Garden Photo of the Day

Pink

Flowers as sweet as sugar

Today’s post is brought to you by the color PINK! Some people don’t like pink. But I think it is pretty wonderful. Pink is a deeply cheerful, joyful color to me, and who doesn’t need more cheer in their life and garden? There are lots of different kinds of pink as well. Pure pink is just pink, nothing else—sweet, sugary, and wonderful. But often pinks are mixed with a hint of yellow to make a warmer, coral color, or a hint of blue to create a strong, screaming magenta. They all have their place in the garden, but the different types of pink interact differently with other colors. Pinks that are edging toward magenta, in particular, I think, clash with a lot of colors, especially yellows and oranges. To my eye, they look best tempered with purples and blues. But the bottom line when it comes to combining colors is to do what you like best! A screaming magenta and a fiery orange may just make the vigorous, brilliant color combination you are looking for.

Zinnias (Zinnia elegans, annual) come in a wide range of colors, but I particularly love a good pink one. Zinnias are one of the most easygoing plants you can grow. A packet of seeds costs almost nothing, and all they ask is to be sowed where they’ll get plenty of sun in the spring after all chance of frost. Plant a patch of zinnias, and you’ll have armfuls of cut flowers all summer long!

Another classic plant, and one that’s very easy and cheap to grow from seed, is hollyhock (Alcea rosea, Zones 4–8). Again, they come in a wide range of colors, but I love this sweet, sugary pink. Sow the big seeds in late summer, and they’ll bloom abundantly for you the next year.

Think of a tree like a small flowering cherry, but blooming in late winter or earliest spring, with deliciously fragrant flowers, and you get the Japanese apricot (Prunus mume, Zones 6–9). Get some more ideas of using bright colors in your garden here.

Of course, we can’t leave the subject of pink without a rose. This is Rosa ‘Gemini’. It is a hybrid tea rose, which as a group is as famous for being disease prone and fussy as it is for having absolutely perfect, beautiful flowers. ‘Gemini’ is one of the tougher, more disease-resistant hybrid teas. It will get some spots on the leaves, but in my no-spray garden, it still puts out plenty of perfect, fragrant, pink flowers.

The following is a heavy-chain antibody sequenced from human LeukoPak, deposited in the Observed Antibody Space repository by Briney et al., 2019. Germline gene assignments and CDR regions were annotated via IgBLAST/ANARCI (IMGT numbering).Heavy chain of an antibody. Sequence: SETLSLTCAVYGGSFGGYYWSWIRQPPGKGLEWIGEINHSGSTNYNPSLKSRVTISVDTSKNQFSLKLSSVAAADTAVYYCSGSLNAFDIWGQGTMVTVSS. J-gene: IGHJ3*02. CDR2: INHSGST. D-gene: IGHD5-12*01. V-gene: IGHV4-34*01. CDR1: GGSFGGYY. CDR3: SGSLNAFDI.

Byzantine gladiolus (Gladiolus communis ssp. byzantinusZones 5–9) has bright magenta-pink flowers. Unlike the typical garden gladiolus, which come from South Africa, this species is native to Europe and so is more winter hardy and perennial in most of the United States. View some more great pink plants here.

 

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Comments

  1. User avater
    meander_michaele 06/22/2018

    Even though I don't necessarily think of myself as fan of pink, in another couple of weeks, it will be a very dominant color in my garden. There will be different shades of pink from the crape myrtles, classic pink from volunteer zinnias, and in the fall, billows of soft gauzy pink from my beloved muhly grass.

  2. user-7017435 06/22/2018

    Good morning, A Touch of Pink seems to lighten & add a little romance to a garden. I believe pink muhly grass with the sun behind steals the show in a fall garden . Thank you for the color combination suggestions . Good luck, Joe

  3. wittyone 06/22/2018

    This is great advice....

    "But the bottom line when it comes to combining colors is to do what you like best! A screaming magenta and a fiery orange may just make the vigorous, brilliant color combination you are looking for."

    ....especially for beginner gardeners. So many articles list all the components for a garden bed making newcomers discouraged. They then decide that it all just too confusing to try to meet all the strictures listed.

    Most important is to realize that after all it's YOUR garden and YOU should be the one making the rules to be observed. Time and experience will add all the reasons for generally accepted rules and regulations for garden design.

    Just my humble opinion.

  4. btucker9675 06/22/2018

    Love the hollyhocks - wish I would have better luck with them. Never seem to be able to get them to thrive.

  5. user-7017435 06/23/2018

    Good morning wittyone, Your" humble opinion" is right on. Plans seem to go out the window when you get to the garden center & mother nature does not follow a color chart.
    Have a good day & good luck, Joe

  6. Cenepk10 06/23/2018

    Pink, Indeed !!!! I love pink ! So jealous of the hollyhocks. While I'm able to grow all of the hollyhock cousins- after one particular year of prolific blooming- Mine get the rust and have to be pulled out. I keep sowing seeds, though. Absolutely beautiful photos and great advice too . Thanks !

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